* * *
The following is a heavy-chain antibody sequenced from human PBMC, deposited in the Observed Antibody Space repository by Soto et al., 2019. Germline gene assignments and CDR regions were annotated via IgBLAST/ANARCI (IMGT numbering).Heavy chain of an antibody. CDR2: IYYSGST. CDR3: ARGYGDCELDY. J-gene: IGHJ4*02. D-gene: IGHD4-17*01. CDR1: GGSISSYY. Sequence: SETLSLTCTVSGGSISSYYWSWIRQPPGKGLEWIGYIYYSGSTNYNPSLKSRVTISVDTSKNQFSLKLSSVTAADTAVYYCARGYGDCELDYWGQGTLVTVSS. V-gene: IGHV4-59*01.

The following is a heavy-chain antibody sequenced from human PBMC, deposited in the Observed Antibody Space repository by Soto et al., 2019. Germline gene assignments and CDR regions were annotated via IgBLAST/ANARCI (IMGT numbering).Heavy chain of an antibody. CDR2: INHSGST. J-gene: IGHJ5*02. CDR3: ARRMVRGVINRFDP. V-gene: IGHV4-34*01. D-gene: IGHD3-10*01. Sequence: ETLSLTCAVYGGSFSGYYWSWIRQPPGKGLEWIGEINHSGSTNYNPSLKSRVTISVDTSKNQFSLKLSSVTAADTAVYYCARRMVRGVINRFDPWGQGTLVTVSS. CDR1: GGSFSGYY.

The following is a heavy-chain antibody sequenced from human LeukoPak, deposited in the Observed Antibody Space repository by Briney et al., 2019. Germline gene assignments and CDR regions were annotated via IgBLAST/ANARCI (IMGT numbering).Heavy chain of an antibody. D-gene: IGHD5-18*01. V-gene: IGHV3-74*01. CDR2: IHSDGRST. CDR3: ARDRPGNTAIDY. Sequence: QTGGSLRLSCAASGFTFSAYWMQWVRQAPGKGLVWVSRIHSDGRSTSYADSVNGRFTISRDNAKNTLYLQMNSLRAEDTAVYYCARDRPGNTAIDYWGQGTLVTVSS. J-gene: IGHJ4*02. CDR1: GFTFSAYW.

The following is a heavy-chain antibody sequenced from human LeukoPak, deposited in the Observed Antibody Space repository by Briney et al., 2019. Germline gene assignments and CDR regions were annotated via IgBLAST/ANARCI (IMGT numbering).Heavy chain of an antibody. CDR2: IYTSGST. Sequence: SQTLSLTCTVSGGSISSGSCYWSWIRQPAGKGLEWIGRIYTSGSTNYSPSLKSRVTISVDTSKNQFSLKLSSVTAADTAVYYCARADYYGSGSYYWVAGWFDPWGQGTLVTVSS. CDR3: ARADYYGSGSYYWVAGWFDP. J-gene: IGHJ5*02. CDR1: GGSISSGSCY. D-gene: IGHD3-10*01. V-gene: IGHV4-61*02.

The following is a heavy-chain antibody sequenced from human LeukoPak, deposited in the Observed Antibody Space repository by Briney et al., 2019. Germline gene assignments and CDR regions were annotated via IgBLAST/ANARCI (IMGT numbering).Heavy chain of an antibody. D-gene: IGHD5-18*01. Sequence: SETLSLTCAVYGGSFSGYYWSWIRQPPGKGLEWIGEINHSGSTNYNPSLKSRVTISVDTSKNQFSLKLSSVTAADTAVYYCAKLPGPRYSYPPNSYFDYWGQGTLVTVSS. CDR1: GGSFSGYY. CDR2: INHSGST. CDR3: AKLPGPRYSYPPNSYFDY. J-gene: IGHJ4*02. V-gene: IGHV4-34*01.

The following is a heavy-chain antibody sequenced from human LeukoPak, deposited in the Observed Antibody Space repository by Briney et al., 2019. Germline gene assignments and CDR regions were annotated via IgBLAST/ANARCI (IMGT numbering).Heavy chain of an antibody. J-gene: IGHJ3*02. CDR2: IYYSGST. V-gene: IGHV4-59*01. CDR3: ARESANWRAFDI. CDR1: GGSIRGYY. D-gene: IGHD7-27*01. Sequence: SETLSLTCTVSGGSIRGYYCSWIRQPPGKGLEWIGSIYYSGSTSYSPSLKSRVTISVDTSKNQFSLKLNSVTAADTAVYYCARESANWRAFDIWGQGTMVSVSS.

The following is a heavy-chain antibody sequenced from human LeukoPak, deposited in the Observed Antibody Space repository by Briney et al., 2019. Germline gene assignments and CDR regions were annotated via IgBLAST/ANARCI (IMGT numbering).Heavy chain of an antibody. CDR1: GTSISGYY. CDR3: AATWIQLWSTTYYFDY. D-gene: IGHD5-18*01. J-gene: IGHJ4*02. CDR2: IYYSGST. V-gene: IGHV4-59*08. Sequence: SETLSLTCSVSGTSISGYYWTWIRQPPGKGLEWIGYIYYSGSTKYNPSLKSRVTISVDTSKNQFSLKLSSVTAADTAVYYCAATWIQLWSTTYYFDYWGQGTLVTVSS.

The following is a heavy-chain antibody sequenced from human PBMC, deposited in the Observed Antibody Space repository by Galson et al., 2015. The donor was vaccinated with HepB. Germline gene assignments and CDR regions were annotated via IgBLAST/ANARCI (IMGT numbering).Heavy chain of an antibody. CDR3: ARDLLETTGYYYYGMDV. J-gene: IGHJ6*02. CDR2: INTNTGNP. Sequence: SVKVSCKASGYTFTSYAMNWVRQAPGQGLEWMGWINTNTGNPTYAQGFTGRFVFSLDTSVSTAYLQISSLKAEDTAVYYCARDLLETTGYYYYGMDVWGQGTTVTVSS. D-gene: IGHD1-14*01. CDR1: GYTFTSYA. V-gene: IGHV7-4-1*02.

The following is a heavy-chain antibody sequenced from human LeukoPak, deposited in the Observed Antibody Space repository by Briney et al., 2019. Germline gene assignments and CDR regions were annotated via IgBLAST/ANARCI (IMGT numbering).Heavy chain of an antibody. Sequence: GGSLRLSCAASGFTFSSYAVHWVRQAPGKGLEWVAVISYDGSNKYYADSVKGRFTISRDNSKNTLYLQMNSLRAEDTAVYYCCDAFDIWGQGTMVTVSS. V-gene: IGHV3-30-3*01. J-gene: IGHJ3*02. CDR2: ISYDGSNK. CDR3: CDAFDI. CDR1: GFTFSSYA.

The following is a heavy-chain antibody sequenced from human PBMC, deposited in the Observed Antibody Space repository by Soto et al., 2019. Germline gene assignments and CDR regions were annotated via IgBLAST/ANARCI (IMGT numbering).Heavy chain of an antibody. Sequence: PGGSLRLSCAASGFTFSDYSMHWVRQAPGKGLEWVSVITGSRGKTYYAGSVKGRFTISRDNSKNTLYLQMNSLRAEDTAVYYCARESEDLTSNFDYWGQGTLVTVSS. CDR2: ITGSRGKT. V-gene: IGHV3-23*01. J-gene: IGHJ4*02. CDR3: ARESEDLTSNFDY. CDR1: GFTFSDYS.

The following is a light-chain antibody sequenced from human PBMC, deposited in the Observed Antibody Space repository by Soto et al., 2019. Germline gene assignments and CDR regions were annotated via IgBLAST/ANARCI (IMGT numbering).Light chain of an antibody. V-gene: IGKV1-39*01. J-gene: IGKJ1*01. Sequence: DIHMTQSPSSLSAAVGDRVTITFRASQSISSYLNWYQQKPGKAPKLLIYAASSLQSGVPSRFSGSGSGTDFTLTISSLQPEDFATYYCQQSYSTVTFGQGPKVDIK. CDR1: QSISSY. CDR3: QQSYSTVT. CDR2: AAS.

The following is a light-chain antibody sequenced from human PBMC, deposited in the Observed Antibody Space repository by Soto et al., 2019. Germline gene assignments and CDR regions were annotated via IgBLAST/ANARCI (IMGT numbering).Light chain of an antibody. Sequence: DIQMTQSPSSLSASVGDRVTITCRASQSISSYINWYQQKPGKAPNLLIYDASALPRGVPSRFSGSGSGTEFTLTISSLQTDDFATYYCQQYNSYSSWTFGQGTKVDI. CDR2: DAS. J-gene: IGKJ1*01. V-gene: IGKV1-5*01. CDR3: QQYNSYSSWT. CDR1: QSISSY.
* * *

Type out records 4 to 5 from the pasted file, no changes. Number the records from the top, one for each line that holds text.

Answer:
The following is a heavy-chain antibody sequenced from human LeukoPak, deposited in the Observed Antibody Space repository by Briney et al., 2019. Germline gene assignments and CDR regions were annotated via IgBLAST/ANARCI (IMGT numbering).Heavy chain of an antibody. CDR2: IYTSGST. Sequence: SQTLSLTCTVSGGSISSGSCYWSWIRQPAGKGLEWIGRIYTSGSTNYSPSLKSRVTISVDTSKNQFSLKLSSVTAADTAVYYCARADYYGSGSYYWVAGWFDPWGQGTLVTVSS. CDR3: ARADYYGSGSYYWVAGWFDP. J-gene: IGHJ5*02. CDR1: GGSISSGSCY. D-gene: IGHD3-10*01. V-gene: IGHV4-61*02.

The following is a heavy-chain antibody sequenced from human LeukoPak, deposited in the Observed Antibody Space repository by Briney et al., 2019. Germline gene assignments and CDR regions were annotated via IgBLAST/ANARCI (IMGT numbering).Heavy chain of an antibody. D-gene: IGHD5-18*01. Sequence: SETLSLTCAVYGGSFSGYYWSWIRQPPGKGLEWIGEINHSGSTNYNPSLKSRVTISVDTSKNQFSLKLSSVTAADTAVYYCAKLPGPRYSYPPNSYFDYWGQGTLVTVSS. CDR1: GGSFSGYY. CDR2: INHSGST. CDR3: AKLPGPRYSYPPNSYFDY. J-gene: IGHJ4*02. V-gene: IGHV4-34*01.